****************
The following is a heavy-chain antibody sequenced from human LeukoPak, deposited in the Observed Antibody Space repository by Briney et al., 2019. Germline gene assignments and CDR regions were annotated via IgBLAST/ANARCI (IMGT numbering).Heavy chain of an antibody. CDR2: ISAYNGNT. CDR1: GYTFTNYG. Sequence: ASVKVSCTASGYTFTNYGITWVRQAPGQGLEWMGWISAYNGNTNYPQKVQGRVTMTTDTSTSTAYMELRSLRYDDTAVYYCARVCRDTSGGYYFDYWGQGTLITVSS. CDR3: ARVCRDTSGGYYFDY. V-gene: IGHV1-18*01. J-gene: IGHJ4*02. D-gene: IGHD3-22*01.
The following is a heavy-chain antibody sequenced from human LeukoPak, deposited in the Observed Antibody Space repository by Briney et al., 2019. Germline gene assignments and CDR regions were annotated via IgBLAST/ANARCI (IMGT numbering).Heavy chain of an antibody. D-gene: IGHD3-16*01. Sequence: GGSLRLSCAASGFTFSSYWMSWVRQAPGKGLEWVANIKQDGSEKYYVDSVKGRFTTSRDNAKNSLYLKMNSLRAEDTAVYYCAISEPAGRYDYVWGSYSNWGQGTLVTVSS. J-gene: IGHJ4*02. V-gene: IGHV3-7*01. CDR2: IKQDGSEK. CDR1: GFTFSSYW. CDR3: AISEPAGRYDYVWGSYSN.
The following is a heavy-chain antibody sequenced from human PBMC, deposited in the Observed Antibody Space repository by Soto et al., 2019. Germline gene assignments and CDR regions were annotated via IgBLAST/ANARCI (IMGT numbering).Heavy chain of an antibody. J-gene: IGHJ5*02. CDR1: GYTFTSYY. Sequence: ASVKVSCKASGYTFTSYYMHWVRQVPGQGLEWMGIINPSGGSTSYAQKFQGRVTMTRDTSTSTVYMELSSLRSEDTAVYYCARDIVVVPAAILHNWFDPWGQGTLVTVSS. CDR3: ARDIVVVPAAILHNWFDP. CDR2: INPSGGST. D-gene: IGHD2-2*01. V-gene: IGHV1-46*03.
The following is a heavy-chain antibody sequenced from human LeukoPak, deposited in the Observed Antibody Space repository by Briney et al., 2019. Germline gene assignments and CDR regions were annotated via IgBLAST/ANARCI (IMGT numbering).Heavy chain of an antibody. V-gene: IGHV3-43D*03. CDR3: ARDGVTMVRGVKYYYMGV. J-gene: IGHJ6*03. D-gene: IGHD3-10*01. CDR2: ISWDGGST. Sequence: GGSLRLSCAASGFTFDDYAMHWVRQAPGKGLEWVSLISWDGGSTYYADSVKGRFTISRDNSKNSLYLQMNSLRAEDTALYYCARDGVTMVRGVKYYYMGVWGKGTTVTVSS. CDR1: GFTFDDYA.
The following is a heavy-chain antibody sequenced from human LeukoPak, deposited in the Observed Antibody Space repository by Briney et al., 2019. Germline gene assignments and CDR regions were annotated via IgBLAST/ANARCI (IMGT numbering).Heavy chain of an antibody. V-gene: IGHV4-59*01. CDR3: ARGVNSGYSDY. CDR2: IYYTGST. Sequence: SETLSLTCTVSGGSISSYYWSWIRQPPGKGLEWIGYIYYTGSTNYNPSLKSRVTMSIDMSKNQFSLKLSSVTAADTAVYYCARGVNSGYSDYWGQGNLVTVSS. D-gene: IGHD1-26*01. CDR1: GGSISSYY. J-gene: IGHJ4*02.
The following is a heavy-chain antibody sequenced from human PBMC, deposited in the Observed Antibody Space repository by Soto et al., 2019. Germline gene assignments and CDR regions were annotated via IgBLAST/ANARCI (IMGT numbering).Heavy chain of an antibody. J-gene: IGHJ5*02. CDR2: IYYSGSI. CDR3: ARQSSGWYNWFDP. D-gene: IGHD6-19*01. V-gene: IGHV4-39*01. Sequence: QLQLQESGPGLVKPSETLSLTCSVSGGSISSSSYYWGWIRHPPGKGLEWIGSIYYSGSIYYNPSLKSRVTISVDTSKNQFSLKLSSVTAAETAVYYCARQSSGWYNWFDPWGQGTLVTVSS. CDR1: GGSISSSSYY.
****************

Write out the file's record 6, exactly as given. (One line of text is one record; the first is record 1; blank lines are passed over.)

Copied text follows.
The following is a heavy-chain antibody sequenced from human PBMC, deposited in the Observed Antibody Space repository by Soto et al., 2019. Germline gene assignments and CDR regions were annotated via IgBLAST/ANARCI (IMGT numbering).Heavy chain of an antibody. J-gene: IGHJ5*02. CDR2: IYYSGSI. CDR3: ARQSSGWYNWFDP. D-gene: IGHD6-19*01. V-gene: IGHV4-39*01. Sequence: QLQLQESGPGLVKPSETLSLTCSVSGGSISSSSYYWGWIRHPPGKGLEWIGSIYYSGSIYYNPSLKSRVTISVDTSKNQFSLKLSSVTAAETAVYYCARQSSGWYNWFDPWGQGTLVTVSS. CDR1: GGSISSSSYY.